(When) Do Stronger Patents Increase Continual Innovation?
Yongmin Chen (),
Shiyuan Pan and
Tianle Zhang ()
MPRA Paper from University Library of Munich, Germany
Under continual innovation, greater patent strength expands innovating firms’ profit against imitation, but also shifts profit from current to past innovators. We show how the impact of patents on innovation, as determined by these two opposing effects, varies with industry characteristics. When the discount factor is sufficiently high, the negative profit division effect is negligible, and innovation monotonically increases in patent strength; otherwise, innovation has an inverted-U relationship with patent strength, and stronger patents are more likely to increase innovation when the discount factor or the fixed innovation cost is higher. We also show how the impact of patents on innovation may change with firms’ innovation capability and with the intensity of competition from imitators.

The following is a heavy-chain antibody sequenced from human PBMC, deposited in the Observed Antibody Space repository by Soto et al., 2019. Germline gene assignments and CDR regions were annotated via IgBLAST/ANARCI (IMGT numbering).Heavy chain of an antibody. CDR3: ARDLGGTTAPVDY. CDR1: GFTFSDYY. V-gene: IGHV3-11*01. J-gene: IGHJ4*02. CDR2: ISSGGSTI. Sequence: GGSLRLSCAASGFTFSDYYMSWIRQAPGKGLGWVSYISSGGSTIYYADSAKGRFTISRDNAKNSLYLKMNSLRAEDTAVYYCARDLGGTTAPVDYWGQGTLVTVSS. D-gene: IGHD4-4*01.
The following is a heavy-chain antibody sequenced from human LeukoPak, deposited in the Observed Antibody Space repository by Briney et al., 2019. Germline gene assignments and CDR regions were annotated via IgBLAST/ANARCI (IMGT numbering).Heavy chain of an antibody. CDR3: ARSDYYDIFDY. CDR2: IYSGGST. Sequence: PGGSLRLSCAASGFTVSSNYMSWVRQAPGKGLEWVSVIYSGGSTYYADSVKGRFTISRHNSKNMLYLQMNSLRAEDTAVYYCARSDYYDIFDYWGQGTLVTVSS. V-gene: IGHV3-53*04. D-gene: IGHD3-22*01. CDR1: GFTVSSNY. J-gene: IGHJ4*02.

Keywords: Continual innovation; patents; patent strength; profit expansion; profit division (search for similar items in EconPapers)
JEL-codes: O3 L1 (search for similar items in EconPapers)
New Economics Papers: this item is included in nep-ino, nep-ipr, nep-pr~, nep-sbm and nep-tid
References: View references in EconPapers View complete reference list from CitEc
Citations: Track citations by RSS feed
Downloads: (external link)
https://mpra.ub.uni-muenchen.de/40874/1/MPRA_paper_40874.pdf original version (application/pdf)
Journal Article: (When) Do stronger patents increase continual innovation? (2014)
This item may be available elsewhere in EconPapers: Search for items with the same title.
Export reference: BibTeX
RIS (EndNote, ProCite, RefMan)
Persistent link: https://EconPapers.repec.org/RePEc:pra:mprapa:40874
Access Statistics for this paper
More papers in MPRA Paper from University Library of Munich, Germany Ludwigstraße 33, D-80539 Munich, Germany. Contact information at EDIRC.
Bibliographic data for series maintained by Joachim Winter ().